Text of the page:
ADHA, FTC comments indicate mutual support for dental therapy programs

The American Dental Hygienists’ Association (ADHA) and the U.S. Federal Trade Commission (FTC) shared similar beliefs that the potential of dental therapy education programs deserved quickly adopted, reasonable accreditation standards in documents filed with the Commission on Dental Accreditation (CODA) within the last week.

Dec 3rd, 2014

The American Dental Hygienists’ Association (ADHA) and the U.S. Federal Trade Commission (FTC) shared similar beliefs that the potential of dental therapy education programs deserved quickly adopted, reasonable accreditation standards in documents filed with the Commission on Dental Accreditation (CODA) within the last week.

Both the ADHA and FTC urged the commission to “expeditiously adopt accreditation standards.”

Kelli Swanson Jaecks, RDH, president of the ADHA, said the association “is focused on improving the public’s access to quality oral health care” and that the ADHA comments to CODA “highlight the focus and commitment our organization has on improving access to care through the process of an accredited education program for dental therapists.”

Andrew Gavil, director of the office of policy planning, wrote in the FTC’s comments to CODA: “The timely adoption of accreditation standards by CODA has the potential to enhance competition by supporting state legislation for the licensure of dental therapists, and also to encourage the development of dental therapy education programs consistent with a nationwide standard, which would facilitate the mobility of dental therapists from state to state to meet consumer demand for dental services.”

CODA is scheduled to meet on Feb. 6, 2015, in Chicago, where it is expected the commission will have further deliberations on the proposed standards for dental therapy education programs. CODA had asked interested organizations to provide comments prior to Dec. 1, 2014.

“We were very pleased to see the FTC weigh in once again on the proposed dental therapy education standards. Chairwoman Edith Ramirez has been steadfast in her continuing effort to promote competition in the oral health care industry for the benefit of the public,” said ADHA Executive Director Ann Battrell. “That competition provides opportunities for the public to receive greater access to needed oral health care, and opens doors for professional advancement to those practicing dental hygiene.”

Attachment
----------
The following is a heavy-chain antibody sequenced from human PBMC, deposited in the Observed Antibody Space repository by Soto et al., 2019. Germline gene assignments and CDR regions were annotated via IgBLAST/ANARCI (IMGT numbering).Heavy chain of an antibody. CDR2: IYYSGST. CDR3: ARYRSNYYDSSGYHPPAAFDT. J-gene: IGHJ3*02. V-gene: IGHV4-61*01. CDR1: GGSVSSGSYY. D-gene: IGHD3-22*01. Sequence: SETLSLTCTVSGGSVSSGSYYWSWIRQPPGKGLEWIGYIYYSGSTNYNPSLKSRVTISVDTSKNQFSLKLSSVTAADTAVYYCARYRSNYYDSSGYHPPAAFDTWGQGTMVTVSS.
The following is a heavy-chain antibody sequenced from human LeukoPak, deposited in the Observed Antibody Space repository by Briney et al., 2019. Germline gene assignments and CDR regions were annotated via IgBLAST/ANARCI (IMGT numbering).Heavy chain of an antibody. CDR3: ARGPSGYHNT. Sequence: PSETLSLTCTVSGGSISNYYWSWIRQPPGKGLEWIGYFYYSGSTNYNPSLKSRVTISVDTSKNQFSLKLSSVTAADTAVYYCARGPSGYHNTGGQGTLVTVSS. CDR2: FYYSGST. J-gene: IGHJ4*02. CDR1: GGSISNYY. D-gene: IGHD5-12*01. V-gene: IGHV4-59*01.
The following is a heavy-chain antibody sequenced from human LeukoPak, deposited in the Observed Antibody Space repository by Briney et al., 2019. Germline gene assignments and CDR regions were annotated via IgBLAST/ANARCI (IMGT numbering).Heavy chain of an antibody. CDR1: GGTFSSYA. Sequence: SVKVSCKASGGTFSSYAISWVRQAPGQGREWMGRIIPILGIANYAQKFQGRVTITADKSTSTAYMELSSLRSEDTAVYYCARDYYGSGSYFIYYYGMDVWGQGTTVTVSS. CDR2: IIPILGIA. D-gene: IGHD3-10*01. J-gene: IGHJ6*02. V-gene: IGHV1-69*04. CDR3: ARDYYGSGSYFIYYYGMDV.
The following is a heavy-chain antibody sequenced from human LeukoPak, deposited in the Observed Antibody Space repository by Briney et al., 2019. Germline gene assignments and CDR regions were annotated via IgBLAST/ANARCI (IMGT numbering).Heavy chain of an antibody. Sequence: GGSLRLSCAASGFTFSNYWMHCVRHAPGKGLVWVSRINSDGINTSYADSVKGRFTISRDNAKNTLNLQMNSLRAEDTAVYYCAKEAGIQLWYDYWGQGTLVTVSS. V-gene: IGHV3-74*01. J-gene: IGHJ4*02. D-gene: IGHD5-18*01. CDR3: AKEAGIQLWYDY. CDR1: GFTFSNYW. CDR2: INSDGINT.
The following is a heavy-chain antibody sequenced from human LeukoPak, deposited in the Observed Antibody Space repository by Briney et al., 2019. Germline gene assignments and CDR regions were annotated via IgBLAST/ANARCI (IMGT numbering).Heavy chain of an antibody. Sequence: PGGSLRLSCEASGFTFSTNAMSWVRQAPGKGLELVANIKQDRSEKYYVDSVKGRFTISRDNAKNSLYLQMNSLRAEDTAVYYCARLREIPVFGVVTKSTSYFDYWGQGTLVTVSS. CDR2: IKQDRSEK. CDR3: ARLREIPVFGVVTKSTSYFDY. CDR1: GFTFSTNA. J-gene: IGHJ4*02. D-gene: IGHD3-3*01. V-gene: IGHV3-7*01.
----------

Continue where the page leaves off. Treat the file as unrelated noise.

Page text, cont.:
The FTC has commented to CODA before on the need to revise the standards that were first proposed in 2013, and ADHA has applauded the FTC for its efforts to help ensure better access to care, and allow dental therapists to operate to the full scope of their practice.

The FTC acknowledged progress with legislation in Maine and Minnesota for dental therapy programs, but said proposed legislation in Kansas, Massachusetts, New Hampshire, New Mexico, Vermont, and Washington should prompt CODA to move forward with establishing uniform accreditation standards.

Jaecks’ comments to CODA included also included references to the programs in Minnesota and Maine. “Today there are 42 licensed dental therapists in Minnesota and six advanced dental therapists,” she wrote. “The criteria for licensure are being met. These providers have proven themselves. The Early Impact Study further shows that these new members of the dental team have been well received by both the public and professional community. In Minnesota, many of these new providers are dually licensed as both ADTs and licensed dental hygienists. In Maine, the newly created Dental Hygiene Therapist will all be dually licensed as both a Dental Hygiene Therapist and a licensed dental hygienist.”

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